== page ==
I've been working on an ambitious model rocket Space Shuttle. Here's what I took away from the experience.
Here at Flite Test, we love an ambitious project. Over the years, you'll probably have seen dozens of absolutely crazy builds on our main channel, such as our latest Airsoft Battleship Vs. RC Divebombers. Inspired by the Space Shuttle program, I've been making an independent project to launch a rocket-powered Space Shuttle, detach a shuttle glider, and return it safely to the earth. Here's what I learned.
Firstly, what happened:
If you'd like to see the video of the actual launch attempts watch the 'Part 4' video here. As a brief summary, the three attempts were made to launch this model space shuttle. The first and second failed on the same day due to a wiring issue. Embarrassingly only the small c-sized Estes rocket motor in the shuttle ignited. The larger d-sized rocket motor in the booster failed as the igniter shorted out on both occasions.
The third and final attempt saw both motors fire and the rocket took flight, however, not all went to plan. Due to a lack of aerodynamic stability, the Space Shuttle arced over and crashed into the ground. Fail. Although the rocket should have been aerodynamically stable, a lack of airspeed meant the fins simply couldn't keep the thing pointing skyward. Here's what the whole project experience has taught me.
1) Space Shuttles are complicated
Yep, no kidding. Everyone interested in space and spaceflight knows the real Space Shuttle was a hideously complex machine. Even boiled down to approximate model form, there's still a lot that's going on and a lot of pieces to go wrong. To demonstrate here are some things to consider when building your own shuttle:
- Off center thrust line
- Shuttle release mechanism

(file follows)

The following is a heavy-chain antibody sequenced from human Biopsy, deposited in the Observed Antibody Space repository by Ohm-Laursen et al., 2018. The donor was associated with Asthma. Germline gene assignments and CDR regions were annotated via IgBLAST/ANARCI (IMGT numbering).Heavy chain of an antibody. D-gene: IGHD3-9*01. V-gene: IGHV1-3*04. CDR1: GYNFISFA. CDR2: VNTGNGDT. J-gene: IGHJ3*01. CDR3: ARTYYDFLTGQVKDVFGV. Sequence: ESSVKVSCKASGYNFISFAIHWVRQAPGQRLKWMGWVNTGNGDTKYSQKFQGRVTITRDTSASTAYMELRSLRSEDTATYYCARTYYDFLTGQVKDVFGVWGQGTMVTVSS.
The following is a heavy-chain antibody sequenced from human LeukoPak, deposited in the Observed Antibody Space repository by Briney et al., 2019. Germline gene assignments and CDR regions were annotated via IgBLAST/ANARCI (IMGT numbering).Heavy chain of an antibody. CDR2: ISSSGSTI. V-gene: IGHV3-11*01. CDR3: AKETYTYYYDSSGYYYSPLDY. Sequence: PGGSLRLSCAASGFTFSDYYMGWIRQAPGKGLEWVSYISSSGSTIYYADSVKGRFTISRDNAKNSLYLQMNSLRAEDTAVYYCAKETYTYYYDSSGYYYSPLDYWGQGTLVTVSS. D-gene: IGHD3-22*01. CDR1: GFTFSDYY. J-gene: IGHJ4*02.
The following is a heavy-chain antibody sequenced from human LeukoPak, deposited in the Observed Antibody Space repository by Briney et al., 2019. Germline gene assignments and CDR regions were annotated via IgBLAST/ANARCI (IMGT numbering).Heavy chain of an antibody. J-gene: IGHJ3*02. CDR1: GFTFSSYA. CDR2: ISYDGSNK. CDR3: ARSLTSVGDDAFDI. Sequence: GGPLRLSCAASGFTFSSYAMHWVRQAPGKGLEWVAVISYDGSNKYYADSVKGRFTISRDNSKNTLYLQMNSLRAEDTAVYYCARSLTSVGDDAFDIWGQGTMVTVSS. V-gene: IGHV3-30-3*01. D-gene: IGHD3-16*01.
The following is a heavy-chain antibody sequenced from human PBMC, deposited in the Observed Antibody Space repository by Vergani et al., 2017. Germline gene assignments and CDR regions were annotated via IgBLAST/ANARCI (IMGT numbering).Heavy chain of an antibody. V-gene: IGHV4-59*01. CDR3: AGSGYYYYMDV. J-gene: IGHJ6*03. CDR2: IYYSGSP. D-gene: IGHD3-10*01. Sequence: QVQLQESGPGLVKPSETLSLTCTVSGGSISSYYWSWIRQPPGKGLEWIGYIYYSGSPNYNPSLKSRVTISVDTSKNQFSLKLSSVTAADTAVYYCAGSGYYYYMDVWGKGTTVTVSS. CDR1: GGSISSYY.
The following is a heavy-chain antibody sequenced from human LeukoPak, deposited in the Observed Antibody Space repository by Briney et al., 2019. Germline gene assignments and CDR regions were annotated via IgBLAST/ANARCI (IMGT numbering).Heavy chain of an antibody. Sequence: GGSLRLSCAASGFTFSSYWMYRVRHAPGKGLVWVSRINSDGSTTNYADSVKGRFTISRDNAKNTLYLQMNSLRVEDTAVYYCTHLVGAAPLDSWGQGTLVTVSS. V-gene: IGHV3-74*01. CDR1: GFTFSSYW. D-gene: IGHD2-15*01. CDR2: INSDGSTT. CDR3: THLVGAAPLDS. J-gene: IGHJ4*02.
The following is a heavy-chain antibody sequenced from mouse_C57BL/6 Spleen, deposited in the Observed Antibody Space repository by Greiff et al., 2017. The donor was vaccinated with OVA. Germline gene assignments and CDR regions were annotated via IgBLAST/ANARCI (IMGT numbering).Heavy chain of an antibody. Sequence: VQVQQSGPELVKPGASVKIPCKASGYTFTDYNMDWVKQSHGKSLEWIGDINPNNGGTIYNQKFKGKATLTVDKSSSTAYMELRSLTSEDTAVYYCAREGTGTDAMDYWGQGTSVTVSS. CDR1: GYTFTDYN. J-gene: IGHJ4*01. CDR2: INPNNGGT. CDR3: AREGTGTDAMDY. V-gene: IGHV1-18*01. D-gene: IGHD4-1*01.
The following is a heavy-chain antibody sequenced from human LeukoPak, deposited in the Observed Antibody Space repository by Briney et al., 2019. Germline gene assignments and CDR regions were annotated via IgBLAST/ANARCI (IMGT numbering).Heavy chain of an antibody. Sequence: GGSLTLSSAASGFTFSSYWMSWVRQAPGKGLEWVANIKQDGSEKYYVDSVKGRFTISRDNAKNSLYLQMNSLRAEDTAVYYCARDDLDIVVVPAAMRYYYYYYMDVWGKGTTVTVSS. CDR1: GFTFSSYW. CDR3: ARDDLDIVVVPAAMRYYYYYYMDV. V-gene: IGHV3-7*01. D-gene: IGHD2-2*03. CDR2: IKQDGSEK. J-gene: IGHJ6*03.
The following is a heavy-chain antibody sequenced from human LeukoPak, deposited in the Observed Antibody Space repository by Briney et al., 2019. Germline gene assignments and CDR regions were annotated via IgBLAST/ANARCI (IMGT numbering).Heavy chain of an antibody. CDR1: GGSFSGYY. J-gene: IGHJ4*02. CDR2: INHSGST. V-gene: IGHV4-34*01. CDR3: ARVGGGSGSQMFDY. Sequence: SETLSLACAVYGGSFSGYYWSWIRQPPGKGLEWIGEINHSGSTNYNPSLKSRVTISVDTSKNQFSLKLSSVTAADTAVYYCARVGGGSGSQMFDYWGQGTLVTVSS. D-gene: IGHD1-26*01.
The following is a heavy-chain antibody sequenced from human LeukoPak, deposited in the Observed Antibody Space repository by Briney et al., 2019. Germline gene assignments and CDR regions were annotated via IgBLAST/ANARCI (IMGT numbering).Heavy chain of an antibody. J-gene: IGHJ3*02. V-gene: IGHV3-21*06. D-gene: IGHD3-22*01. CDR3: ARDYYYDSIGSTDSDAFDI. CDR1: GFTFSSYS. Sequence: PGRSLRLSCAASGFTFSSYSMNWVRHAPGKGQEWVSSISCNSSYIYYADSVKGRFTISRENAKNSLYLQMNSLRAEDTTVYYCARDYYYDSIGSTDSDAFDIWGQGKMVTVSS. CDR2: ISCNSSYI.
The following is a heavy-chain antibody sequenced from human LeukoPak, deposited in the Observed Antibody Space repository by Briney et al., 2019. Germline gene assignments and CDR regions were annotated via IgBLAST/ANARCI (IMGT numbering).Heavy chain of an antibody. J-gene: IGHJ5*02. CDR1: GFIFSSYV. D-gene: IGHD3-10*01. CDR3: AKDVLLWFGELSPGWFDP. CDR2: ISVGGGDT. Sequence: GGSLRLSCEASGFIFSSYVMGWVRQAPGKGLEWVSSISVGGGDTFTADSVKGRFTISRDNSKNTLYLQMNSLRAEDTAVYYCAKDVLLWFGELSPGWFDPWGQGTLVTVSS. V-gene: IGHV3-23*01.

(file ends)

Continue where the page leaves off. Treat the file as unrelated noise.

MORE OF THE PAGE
- Aerodynamic inbalance
- Ignition of multiple rocket motors
- Parachute for the booster and SRBs
- Suitable launch rig
- Shuttle glide characteristics
And that's just for starters. I knew this was going to be a demanding project, but the amount of work that ended up going into it really did confirm that.
2) Start simple then work your way up to bigger things
This is quite obvious, but the Space Shuttle project did show that building up towards bigger and more complicated model airplane projects is the way to go, rather than diving straight into something beyond you. Don't build a Space Shuttle if you've never built a Simple Cub (or something like that). I think this project was right at the edge of my capabilities right now; a few years ago, there'd be no chance I could have pulled this off, but in a years time I may be even better set for another go.
As many things as possible were simplified, such as the design of the foam board RC shuttle glider.
The number of things I needed to build or acquire for the project was more than I wanted. The thing is, this was a model rocket + RC plane combo! This means that you need RC batteries, rocket engines, a launch pad, launch controller, launch controller batteries, RX transmitter and more. Needless to say, there's a lot to think about.
Most of the stuff needed at the launch.
3) Test as you go
Throughout the Space Shuttle project, I tested different parts of the mission. The great thing about this is that early successes can be celebrated and potential problems addressed. For example, the orbiter itself was designed and tested in part 1 to see if it flew with good stability. Next, in part 2 it was dropped from an RC plane to see if it flew from high altitude. It's great to do this to keep motivated and I recommend it.
The plans I used to design the shuttle. Yep, this is the USSR's Buran, but it's pretty much the same spacecraft.
4) Failure sucks (but you should probably keep going)
As mentioned, this Space Shuttle didn't make it very far - but that's alright. Thing is, I know that (although one thing went majorly wrong), many things went right and I can try again. If you've got a project that didn't quite work, find out what went wrong and move forward. It might be worth putting in some more hours to get across the finish line.
Not an ideal result, but that's fine if something was learned.
Watch the whole series:
If you want to see this project in its entirety, check out these four videos.
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Article by James Whomsley
Editor of FliteTest.com
YouTube Channel: www.youtube.com/projectairaviation